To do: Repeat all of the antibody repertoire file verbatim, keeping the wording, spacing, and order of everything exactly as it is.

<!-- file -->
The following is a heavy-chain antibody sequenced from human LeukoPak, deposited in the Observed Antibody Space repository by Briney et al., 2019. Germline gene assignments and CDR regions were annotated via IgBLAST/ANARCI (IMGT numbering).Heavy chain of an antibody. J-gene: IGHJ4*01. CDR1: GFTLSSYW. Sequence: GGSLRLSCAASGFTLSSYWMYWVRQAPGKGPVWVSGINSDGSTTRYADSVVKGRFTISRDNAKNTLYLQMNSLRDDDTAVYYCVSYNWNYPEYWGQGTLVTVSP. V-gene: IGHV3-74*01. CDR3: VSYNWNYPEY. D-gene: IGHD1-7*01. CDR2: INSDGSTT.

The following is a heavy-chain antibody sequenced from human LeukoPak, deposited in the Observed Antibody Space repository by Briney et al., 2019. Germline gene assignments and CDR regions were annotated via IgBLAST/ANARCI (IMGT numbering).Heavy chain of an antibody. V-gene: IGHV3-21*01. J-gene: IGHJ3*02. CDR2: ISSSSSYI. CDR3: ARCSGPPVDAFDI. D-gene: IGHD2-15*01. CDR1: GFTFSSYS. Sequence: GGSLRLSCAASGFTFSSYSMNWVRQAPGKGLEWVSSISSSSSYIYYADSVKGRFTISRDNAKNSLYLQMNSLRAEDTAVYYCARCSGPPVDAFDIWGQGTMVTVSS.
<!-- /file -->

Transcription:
The following is a heavy-chain antibody sequenced from human LeukoPak, deposited in the Observed Antibody Space repository by Briney et al., 2019. Germline gene assignments and CDR regions were annotated via IgBLAST/ANARCI (IMGT numbering).Heavy chain of an antibody. J-gene: IGHJ4*01. CDR1: GFTLSSYW. Sequence: GGSLRLSCAASGFTLSSYWMYWVRQAPGKGPVWVSGINSDGSTTRYADSVVKGRFTISRDNAKNTLYLQMNSLRDDDTAVYYCVSYNWNYPEYWGQGTLVTVSP. V-gene: IGHV3-74*01. CDR3: VSYNWNYPEY. D-gene: IGHD1-7*01. CDR2: INSDGSTT.

The following is a heavy-chain antibody sequenced from human LeukoPak, deposited in the Observed Antibody Space repository by Briney et al., 2019. Germline gene assignments and CDR regions were annotated via IgBLAST/ANARCI (IMGT numbering).Heavy chain of an antibody. V-gene: IGHV3-21*01. J-gene: IGHJ3*02. CDR2: ISSSSSYI. CDR3: ARCSGPPVDAFDI. D-gene: IGHD2-15*01. CDR1: GFTFSSYS. Sequence: GGSLRLSCAASGFTFSSYSMNWVRQAPGKGLEWVSSISSSSSYIYYADSVKGRFTISRDNAKNSLYLQMNSLRAEDTAVYYCARCSGPPVDAFDIWGQGTMVTVSS.